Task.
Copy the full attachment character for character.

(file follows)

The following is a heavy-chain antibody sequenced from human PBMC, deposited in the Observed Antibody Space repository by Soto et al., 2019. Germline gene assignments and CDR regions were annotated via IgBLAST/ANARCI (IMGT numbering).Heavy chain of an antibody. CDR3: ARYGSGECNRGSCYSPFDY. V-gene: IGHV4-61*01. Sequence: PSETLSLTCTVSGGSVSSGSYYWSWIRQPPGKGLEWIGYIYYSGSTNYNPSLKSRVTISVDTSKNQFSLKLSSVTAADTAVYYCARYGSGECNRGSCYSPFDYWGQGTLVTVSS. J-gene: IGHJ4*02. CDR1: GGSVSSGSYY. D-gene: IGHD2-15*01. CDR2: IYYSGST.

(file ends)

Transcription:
The following is a heavy-chain antibody sequenced from human PBMC, deposited in the Observed Antibody Space repository by Soto et al., 2019. Germline gene assignments and CDR regions were annotated via IgBLAST/ANARCI (IMGT numbering).Heavy chain of an antibody. CDR3: ARYGSGECNRGSCYSPFDY. V-gene: IGHV4-61*01. Sequence: PSETLSLTCTVSGGSVSSGSYYWSWIRQPPGKGLEWIGYIYYSGSTNYNPSLKSRVTISVDTSKNQFSLKLSSVTAADTAVYYCARYGSGECNRGSCYSPFDYWGQGTLVTVSS. J-gene: IGHJ4*02. CDR1: GGSVSSGSYY. D-gene: IGHD2-15*01. CDR2: IYYSGST.